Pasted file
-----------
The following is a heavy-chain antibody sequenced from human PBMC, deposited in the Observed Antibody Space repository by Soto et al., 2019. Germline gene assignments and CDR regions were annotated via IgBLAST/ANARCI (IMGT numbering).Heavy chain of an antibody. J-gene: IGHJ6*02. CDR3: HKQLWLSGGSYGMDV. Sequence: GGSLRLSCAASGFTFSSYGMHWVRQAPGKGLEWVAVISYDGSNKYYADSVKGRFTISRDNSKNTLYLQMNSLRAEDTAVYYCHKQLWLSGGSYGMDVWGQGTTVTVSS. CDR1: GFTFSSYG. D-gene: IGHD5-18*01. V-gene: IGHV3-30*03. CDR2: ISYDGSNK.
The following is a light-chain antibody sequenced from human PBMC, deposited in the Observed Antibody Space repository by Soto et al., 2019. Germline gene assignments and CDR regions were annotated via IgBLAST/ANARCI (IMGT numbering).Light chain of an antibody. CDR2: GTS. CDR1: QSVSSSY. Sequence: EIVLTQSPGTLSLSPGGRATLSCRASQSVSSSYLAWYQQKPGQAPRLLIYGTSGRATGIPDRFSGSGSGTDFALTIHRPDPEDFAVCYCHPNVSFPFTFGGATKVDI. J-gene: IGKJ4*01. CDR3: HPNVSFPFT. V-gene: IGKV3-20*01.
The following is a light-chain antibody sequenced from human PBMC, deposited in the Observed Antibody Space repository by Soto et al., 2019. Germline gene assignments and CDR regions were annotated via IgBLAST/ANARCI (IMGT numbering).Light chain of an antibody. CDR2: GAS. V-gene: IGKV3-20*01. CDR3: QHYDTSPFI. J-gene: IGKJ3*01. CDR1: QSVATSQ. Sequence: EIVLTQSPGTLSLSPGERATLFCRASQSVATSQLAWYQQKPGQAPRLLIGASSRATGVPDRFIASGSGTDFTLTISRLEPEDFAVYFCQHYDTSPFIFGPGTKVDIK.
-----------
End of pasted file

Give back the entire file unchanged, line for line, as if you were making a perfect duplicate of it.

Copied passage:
The following is a heavy-chain antibody sequenced from human PBMC, deposited in the Observed Antibody Space repository by Soto et al., 2019. Germline gene assignments and CDR regions were annotated via IgBLAST/ANARCI (IMGT numbering).Heavy chain of an antibody. J-gene: IGHJ6*02. CDR3: HKQLWLSGGSYGMDV. Sequence: GGSLRLSCAASGFTFSSYGMHWVRQAPGKGLEWVAVISYDGSNKYYADSVKGRFTISRDNSKNTLYLQMNSLRAEDTAVYYCHKQLWLSGGSYGMDVWGQGTTVTVSS. CDR1: GFTFSSYG. D-gene: IGHD5-18*01. V-gene: IGHV3-30*03. CDR2: ISYDGSNK.
The following is a light-chain antibody sequenced from human PBMC, deposited in the Observed Antibody Space repository by Soto et al., 2019. Germline gene assignments and CDR regions were annotated via IgBLAST/ANARCI (IMGT numbering).Light chain of an antibody. CDR2: GTS. CDR1: QSVSSSY. Sequence: EIVLTQSPGTLSLSPGGRATLSCRASQSVSSSYLAWYQQKPGQAPRLLIYGTSGRATGIPDRFSGSGSGTDFALTIHRPDPEDFAVCYCHPNVSFPFTFGGATKVDI. J-gene: IGKJ4*01. CDR3: HPNVSFPFT. V-gene: IGKV3-20*01.
The following is a light-chain antibody sequenced from human PBMC, deposited in the Observed Antibody Space repository by Soto et al., 2019. Germline gene assignments and CDR regions were annotated via IgBLAST/ANARCI (IMGT numbering).Light chain of an antibody. CDR2: GAS. V-gene: IGKV3-20*01. CDR3: QHYDTSPFI. J-gene: IGKJ3*01. CDR1: QSVATSQ. Sequence: EIVLTQSPGTLSLSPGERATLFCRASQSVATSQLAWYQQKPGQAPRLLIGASSRATGVPDRFIASGSGTDFTLTISRLEPEDFAVYFCQHYDTSPFIFGPGTKVDIK.